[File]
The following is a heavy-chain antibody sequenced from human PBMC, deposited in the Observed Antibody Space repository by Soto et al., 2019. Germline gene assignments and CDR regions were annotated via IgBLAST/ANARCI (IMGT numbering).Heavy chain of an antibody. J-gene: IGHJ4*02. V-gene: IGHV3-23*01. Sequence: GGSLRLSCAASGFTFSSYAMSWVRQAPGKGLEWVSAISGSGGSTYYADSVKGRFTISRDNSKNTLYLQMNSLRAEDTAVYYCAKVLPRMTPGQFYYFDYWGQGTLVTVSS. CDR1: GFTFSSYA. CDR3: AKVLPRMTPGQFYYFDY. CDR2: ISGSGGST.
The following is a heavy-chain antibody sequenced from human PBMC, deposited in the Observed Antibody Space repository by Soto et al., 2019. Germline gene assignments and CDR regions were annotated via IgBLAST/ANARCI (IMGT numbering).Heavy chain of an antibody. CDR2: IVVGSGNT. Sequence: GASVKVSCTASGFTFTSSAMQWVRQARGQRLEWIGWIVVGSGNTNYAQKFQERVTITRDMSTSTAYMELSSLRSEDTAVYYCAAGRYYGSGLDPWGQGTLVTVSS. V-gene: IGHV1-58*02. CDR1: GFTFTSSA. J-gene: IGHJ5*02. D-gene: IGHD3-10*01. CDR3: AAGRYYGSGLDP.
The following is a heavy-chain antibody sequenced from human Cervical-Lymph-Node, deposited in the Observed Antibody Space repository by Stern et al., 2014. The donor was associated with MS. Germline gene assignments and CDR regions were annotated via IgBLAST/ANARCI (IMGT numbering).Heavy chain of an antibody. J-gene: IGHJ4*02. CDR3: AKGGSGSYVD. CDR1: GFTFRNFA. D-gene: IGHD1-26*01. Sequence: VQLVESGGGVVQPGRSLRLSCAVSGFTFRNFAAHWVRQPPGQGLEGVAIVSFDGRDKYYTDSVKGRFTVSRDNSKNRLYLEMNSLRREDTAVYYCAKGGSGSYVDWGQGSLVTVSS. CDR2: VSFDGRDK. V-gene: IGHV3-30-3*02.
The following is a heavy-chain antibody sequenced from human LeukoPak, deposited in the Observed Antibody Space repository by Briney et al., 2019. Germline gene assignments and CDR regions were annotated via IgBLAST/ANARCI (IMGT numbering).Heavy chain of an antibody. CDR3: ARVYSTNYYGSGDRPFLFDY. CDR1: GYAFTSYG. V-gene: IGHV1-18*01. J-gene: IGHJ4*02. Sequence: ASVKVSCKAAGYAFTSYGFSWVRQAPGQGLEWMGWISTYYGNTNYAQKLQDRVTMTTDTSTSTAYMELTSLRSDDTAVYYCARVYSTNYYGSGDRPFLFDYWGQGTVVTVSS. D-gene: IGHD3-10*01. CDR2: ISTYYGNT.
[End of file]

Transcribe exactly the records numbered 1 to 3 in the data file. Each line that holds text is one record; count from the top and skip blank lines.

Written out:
The following is a heavy-chain antibody sequenced from human PBMC, deposited in the Observed Antibody Space repository by Soto et al., 2019. Germline gene assignments and CDR regions were annotated via IgBLAST/ANARCI (IMGT numbering).Heavy chain of an antibody. J-gene: IGHJ4*02. V-gene: IGHV3-23*01. Sequence: GGSLRLSCAASGFTFSSYAMSWVRQAPGKGLEWVSAISGSGGSTYYADSVKGRFTISRDNSKNTLYLQMNSLRAEDTAVYYCAKVLPRMTPGQFYYFDYWGQGTLVTVSS. CDR1: GFTFSSYA. CDR3: AKVLPRMTPGQFYYFDY. CDR2: ISGSGGST.
The following is a heavy-chain antibody sequenced from human PBMC, deposited in the Observed Antibody Space repository by Soto et al., 2019. Germline gene assignments and CDR regions were annotated via IgBLAST/ANARCI (IMGT numbering).Heavy chain of an antibody. CDR2: IVVGSGNT. Sequence: GASVKVSCTASGFTFTSSAMQWVRQARGQRLEWIGWIVVGSGNTNYAQKFQERVTITRDMSTSTAYMELSSLRSEDTAVYYCAAGRYYGSGLDPWGQGTLVTVSS. V-gene: IGHV1-58*02. CDR1: GFTFTSSA. J-gene: IGHJ5*02. D-gene: IGHD3-10*01. CDR3: AAGRYYGSGLDP.
The following is a heavy-chain antibody sequenced from human Cervical-Lymph-Node, deposited in the Observed Antibody Space repository by Stern et al., 2014. The donor was associated with MS. Germline gene assignments and CDR regions were annotated via IgBLAST/ANARCI (IMGT numbering).Heavy chain of an antibody. J-gene: IGHJ4*02. CDR3: AKGGSGSYVD. CDR1: GFTFRNFA. D-gene: IGHD1-26*01. Sequence: VQLVESGGGVVQPGRSLRLSCAVSGFTFRNFAAHWVRQPPGQGLEGVAIVSFDGRDKYYTDSVKGRFTVSRDNSKNRLYLEMNSLRREDTAVYYCAKGGSGSYVDWGQGSLVTVSS. CDR2: VSFDGRDK. V-gene: IGHV3-30-3*02.